Tyrone Williams teaches literature and theory at Xavier University in Cincinnati, Ohio. He is the author of five books of poetry, c.c. (Krupskaya Books, 2002), On Spec (Omnidawn Publishing, 2008), The Hero Project of the Century (The Backwaters Press, 2009), Adventures of Pi (Dos Madres Press, 2011) and Howell (Atelos Books, 2011). He is also the author of several chapbooks, including a prose eulogy, Pink Tie (Hooke Press, 2011). His website is at home.earthlink.net/~suspend.
1. Judith Goldman, “Re-thinking ‘Non-retinal Literature’: Citation, ‘Radical Mimesis,’ and Phenomenologies of Reading in Conceptual Writing.” Postmodern Culture, Volume 22, Number 1, September 2011. back
2. That is, Goldman criticizes dependency formulated as a simple isomorphic relationship between conceptualist art and conceptualist writing. On the other hand, Kent Johnson criticizes American conceptualist writing precisely for is abandonment of the political and historical models of the avant-garde in general. See his “Notes on Safe Conceptualism” on the Lana Turner blog. For two other attempts to pose the actual practices of conceptual artists against those by conceptualist writers, see Jeffrey Side’s blog dated Tuesday August 5, 2013 “What’s in a Name?: The Art & Language Group and Conceptual Poetry.” and Robert Archambeau’s “Charmless and Interesting: What Conceptual Poetry Lacks and What It’s Got” on the Harriet blog. back
3. Even because, despite the important work of Aldon Nielsen in Black Chant and the recent collection of essays on Russell Atkins, it may still be difficult to convince the literary establishment that African American writers not only have long used conceptualism from early on up to and including writers who saw certain modes of conceptualism inseparable from a black aesthetic (not necessarily the one formulated by Stephen Henderson). back
4. Novelty is thus the antithesis of a tradition constituted by a critical mass, a certain, if unnamable, figure of population. Olaudah Equiano’s narrative thus paves the way, so to speak, for Frederick Douglass narrative, but it is likely there were other texts published by Africans in the period that tended to drain the novelty from the work of these two better-known writers. back
5. By “natural” I mean intellectual and emotional, but not moral. Jefferson, like other Enlightenment figures, believed that the moral sense was innate to all humans. It could be suppressed but never extinguished. Thus Jefferson, like other slave owners, regarded slavery as a necessary evil. Having inherited the institution, he could observe the suppression of the Africans’ moral sense, which made them dangerous and untrustworthy. That sense could only be repaired through emigration to a new country since Jefferson also realized that, after centuries of slavery, the Africans were no longer “African.” back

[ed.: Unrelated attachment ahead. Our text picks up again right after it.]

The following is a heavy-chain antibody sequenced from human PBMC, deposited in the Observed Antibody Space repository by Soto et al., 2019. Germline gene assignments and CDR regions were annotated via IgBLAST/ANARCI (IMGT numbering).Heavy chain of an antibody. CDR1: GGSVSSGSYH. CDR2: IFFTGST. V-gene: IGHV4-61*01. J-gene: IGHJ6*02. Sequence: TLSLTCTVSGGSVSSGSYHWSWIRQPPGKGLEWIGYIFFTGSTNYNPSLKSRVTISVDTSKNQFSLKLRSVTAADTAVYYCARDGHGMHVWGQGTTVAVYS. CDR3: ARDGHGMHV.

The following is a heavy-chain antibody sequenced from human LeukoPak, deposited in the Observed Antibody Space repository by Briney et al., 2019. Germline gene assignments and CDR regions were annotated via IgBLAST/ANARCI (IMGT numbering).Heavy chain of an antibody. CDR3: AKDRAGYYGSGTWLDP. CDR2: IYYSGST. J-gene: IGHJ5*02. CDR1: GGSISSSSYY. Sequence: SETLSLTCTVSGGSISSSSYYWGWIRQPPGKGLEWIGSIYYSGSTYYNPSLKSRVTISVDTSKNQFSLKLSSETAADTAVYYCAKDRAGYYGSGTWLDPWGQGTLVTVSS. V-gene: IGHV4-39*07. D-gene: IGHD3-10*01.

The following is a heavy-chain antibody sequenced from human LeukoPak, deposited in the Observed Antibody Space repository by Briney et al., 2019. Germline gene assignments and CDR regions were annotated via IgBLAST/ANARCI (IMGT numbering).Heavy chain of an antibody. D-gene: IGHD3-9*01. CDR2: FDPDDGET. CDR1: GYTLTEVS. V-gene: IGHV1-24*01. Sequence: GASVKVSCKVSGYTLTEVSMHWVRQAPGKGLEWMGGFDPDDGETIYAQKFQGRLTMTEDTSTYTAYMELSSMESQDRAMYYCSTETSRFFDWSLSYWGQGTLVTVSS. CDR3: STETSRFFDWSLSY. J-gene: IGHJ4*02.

6. Obviously I am using Duchamp’s “readymade” as a trope for the African body “manufactured” by slavery or, for the freemen, European culture, humanistic and religious. Thus the readymade v. the handmade (the European body remaking itself under humanism) may be understood in terms of utility v. uselessness, the Kantian distinction that insulates the beautiful and sublime of superior art from inferior art. The Duchampian readymade became “art” by virtue of his signature and relocation from the world of utility to the institutions of non-utility. For the African body under slavery the reverse was true: that body was transferred from uselessness (the freedom of primitives) to utility (slavery). back
8. See Gates’ NEH lecture, “Mister Jefferson and the Trials of Phillis Wheatley,” on the organization’s website. back
10. Tolson thus begins with a political position that echoes that of a number of black organizations (The Nation of Islam, Republic of New Africa, etc.) at the beginning of the Black Power movement: it is the white man who is an inferior type. That his technique blinded his critics to these similarities is instructive. Whereas radical mimesis defines Tolson’s methods, if not his motifs (“I will sail a land unvisited by Mr. Eliot,” he boasts), critics like Sarah Fabio Webster could only see mere parroting. back
11. This is a point made by both Dan McCall and Ronald Lee Cansler. Cansler is particular ly sensitive to the dilemma on which Tolson’s character, and Tolson himself, is impaled. See Cansler’s “’The White and not-White Dichotomy’ of Melvin B. Tolson’s Poetry,” Negro American Literature Forum, Vol. 7, No. 4 (Winter 1973), 115-118. back